Texas was blocked from enforcing the latest version of its voter ID law by a federal judge Wednesday.
In 2011, Nelva Gonzales Ramos of the United States District Court for the Southern District of Texas ruled that the state’s voter ID law, which requires voters to have one of seven possible forms of ID, was discriminatory. The Texas state legislature modified the law to allow potential voters to bypass the photo ID by signing an affidavit and showing a bank statement, a utility bill or other forms of identification; however, Judge Ramos still ruled this week that the law “imposes burdens disproportionately” on black and Latino voters.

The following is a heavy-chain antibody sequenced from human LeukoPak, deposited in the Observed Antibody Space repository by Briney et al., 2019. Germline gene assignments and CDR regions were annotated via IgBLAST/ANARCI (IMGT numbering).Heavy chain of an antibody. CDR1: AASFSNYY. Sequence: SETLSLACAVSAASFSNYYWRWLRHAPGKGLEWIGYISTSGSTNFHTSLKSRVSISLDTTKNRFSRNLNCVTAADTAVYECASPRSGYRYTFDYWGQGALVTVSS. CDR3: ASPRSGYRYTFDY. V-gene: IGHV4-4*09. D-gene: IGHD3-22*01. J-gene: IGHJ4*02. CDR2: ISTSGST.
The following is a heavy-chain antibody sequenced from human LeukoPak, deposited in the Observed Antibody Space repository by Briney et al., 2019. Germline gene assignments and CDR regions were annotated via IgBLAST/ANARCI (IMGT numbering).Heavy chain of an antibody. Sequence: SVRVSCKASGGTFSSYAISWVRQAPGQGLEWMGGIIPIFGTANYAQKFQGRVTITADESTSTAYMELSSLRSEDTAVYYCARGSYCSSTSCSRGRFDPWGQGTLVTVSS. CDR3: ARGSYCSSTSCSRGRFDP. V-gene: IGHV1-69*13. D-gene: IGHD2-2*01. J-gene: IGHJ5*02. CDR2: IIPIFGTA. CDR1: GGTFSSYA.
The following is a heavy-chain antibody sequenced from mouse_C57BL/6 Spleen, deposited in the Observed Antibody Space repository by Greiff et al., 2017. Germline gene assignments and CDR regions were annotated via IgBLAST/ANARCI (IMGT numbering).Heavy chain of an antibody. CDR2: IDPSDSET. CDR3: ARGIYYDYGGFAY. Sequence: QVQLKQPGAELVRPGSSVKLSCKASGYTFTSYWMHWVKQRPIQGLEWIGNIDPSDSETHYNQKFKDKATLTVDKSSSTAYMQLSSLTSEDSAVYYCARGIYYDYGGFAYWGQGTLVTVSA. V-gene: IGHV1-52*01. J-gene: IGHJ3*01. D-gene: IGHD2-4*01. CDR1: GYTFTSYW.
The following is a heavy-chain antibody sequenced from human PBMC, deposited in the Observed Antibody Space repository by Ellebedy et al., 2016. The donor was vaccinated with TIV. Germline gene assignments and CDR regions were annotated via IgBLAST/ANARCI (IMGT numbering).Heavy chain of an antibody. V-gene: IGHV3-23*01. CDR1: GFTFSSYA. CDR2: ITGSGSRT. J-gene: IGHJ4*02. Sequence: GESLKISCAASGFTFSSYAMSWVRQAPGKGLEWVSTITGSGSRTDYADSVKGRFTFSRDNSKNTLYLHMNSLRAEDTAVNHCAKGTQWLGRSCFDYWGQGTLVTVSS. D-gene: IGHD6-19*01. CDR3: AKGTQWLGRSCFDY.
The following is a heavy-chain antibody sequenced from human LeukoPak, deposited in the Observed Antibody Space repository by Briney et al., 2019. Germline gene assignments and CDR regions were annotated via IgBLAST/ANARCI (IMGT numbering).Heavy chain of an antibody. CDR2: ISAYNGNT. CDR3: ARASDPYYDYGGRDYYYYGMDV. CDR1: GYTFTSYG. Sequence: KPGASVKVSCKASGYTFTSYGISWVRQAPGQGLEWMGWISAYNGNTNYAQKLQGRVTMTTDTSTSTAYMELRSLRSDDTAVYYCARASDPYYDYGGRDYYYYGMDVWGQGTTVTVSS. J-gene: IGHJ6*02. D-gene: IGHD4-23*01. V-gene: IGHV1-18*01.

Texas Attorney General Ken Paxton joined Friday’s “The Glenn Beck Radio Program” to talk about the simple goal behind the Texas voter ID law and the history of the state’s years-long court battle to be able to enforce it.
“The goal was to prevent fraud in elections,” Paxton said, explaining the types of ID that can be used and how Texas lawmakers have tried to work with voters who struggle with this issue. “This idea of discrimination is false,” he said. “There’s no evidence of it.”
Glenn had one important question: “So is it true that this judge requires a photo ID to be able to get into her courtroom?”
Essentially every federal courtroom does require photo ID for entry, Paxton confirmed. “Apparently, that’s not discriminatory,” he said.
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